Blog Archives

Advertising – Cigarettes

Instead of a cigarette, enjoy a small sampling from our chronological assortment of 1000’s cigarette ads, from the 1920’s till today, currently on display on the top shelf of the picture collection.

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1920-1929

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1930-1939

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1940-1949

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1950-1959

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1960-1969

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1970-1979

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1980-1989

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1990-1999

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2000-2009

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2010-2019

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Scanlan’s Monthly

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Scanlan’s Monthly
Volume One Number One (March 1970)

The tiny American flag and big six-figure check on the first-issue cover proclaim their audacity. No kneeling to sacred cows, least of all advertising.

Warren Hinckle came from Ramparts, which published Che Guevara, Fidel Castro and Eldridge Cleaver. Sidney Zion wrote for most of the New York publications you’ve heard of, and was the one who revealed the name of the guy who leaked the Pentagon Papers.

Together their monthly ran eight issues.

The first, in our rare periodicals archive, pretends ads don’t exist, favors the extended narrative, and pushes against journalistic hypocrisy. There’s a report offering Altamont as a refutation of Woodstock, an assertion of the normalcy of atrocity in Vietnam, a tale of CBS-CIA collusion in Haiti, the American- and British-made disaster of Biafra, Mark Twain’s radicality, high school activist thought, mobster biography, and a ski champ-turned-salesman profile by Hunter S. Thompson, whose gonzo paradigm, “The Kentucky Derby is Decadent and Depraved,” debuted in Scanlan’s third issue. Their last was boycotted by U.S. printers for covering domestic guerilla warfare.

“We will make no high-blown promises about how great this magazine is going to be,” Hinckle and Zion wrote on the cover. “Pay the buck and turn the page.”

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Hunter S. Thompson, “The Temptations of Jean-Claude Killy”

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Sol Stern, “Altamont: The Woodstock Nation’s Pearl Harbor”

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Richard Severo, “The Lost Tribe of Alabama”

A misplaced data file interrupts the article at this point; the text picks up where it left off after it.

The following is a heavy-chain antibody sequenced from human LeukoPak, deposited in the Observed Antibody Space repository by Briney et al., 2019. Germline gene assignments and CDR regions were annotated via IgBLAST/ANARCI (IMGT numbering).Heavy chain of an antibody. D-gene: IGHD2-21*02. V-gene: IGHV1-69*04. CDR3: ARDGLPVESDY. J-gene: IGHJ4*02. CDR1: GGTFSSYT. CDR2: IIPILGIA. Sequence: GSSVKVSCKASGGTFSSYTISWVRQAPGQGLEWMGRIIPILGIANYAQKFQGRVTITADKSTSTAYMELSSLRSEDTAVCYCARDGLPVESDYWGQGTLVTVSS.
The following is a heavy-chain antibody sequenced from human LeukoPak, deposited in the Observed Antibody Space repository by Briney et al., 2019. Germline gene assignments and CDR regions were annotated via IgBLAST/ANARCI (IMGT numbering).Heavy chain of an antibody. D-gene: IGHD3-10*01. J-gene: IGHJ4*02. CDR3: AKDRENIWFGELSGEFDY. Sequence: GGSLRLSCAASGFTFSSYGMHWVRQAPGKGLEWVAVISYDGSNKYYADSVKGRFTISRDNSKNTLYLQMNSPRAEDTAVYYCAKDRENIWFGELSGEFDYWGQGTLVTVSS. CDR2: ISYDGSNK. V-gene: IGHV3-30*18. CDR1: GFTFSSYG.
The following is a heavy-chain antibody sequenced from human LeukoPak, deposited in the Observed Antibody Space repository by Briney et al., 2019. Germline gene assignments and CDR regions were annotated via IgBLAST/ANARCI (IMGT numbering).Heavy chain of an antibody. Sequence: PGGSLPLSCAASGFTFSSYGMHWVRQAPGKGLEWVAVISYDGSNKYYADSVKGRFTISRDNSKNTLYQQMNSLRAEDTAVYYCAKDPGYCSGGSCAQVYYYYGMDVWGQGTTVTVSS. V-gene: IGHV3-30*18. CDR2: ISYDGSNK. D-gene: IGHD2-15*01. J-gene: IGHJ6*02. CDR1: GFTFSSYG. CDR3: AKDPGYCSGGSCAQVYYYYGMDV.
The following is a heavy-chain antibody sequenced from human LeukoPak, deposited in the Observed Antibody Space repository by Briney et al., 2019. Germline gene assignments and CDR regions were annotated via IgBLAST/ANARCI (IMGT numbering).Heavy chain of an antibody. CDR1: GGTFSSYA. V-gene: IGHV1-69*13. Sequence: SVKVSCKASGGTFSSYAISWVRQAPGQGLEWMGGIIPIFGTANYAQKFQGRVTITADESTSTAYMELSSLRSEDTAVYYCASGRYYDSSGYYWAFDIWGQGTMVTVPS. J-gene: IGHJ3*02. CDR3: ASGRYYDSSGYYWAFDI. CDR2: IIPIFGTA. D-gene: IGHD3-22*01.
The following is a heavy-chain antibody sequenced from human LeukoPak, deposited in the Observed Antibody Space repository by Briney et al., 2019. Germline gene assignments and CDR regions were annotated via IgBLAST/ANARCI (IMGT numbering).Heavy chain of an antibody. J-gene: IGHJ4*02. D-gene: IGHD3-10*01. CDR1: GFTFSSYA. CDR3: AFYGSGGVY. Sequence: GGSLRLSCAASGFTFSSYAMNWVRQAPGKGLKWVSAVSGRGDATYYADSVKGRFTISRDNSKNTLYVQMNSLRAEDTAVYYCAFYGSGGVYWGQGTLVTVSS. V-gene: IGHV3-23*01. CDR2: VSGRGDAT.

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Ben Hecht, “The Unfinished Life of Mickey Cohen”

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James D. Henry, “The Men of “B” Company”

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Mark Libarle, “Another Generation Gap”

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Joseph Kahn, “Dirty Kitchens of New York”

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Maxwell Geismar, “Mark Twain and the Robber Barons”

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Soviet Life

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Soviet Life
May 1968-May 1981 (incomplete)

In 1956 the U.S. and Soviet governments agreed to a mutual propaganda plan modeled on Life. From them we got The USSR which became Soviet Life which became Russian Life. From us they got Amerika which became America Illustrated. “Soft” propaganda for a Cold War. Gentle cultural competition. Achievement, progress, beauty, tourism. Soviet Life could celebrate the cosmonauts and the construction of a dam as though ballistics and explosives were signs of society’s liberation. One can just imagine what Amerika looked like.

Somewhat relatedly, the U.S. Information Agency, which seems to have had a hand in all this, also employed Chermayeff & Geismar (which later added & Haviv) for a traveling Russian-language exhibition that showcased American design. Featured among the designer portraits, which can be found in the Milton Glaser Archives, was none other than Milton Glaser.

Find Soviet Life bound in green in the back near the bathrooms.

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Intercosmos: Orbits of Cooperation, April 1981

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Perhaps the Hardest Part is Waiting, April 1981

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Kutaisi, This Wonderful Town, May 1981

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The Festival for Everybody, May 1981

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Marx and Lincoln, May 1968

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Women Take Over Men’s Jobs, May 1981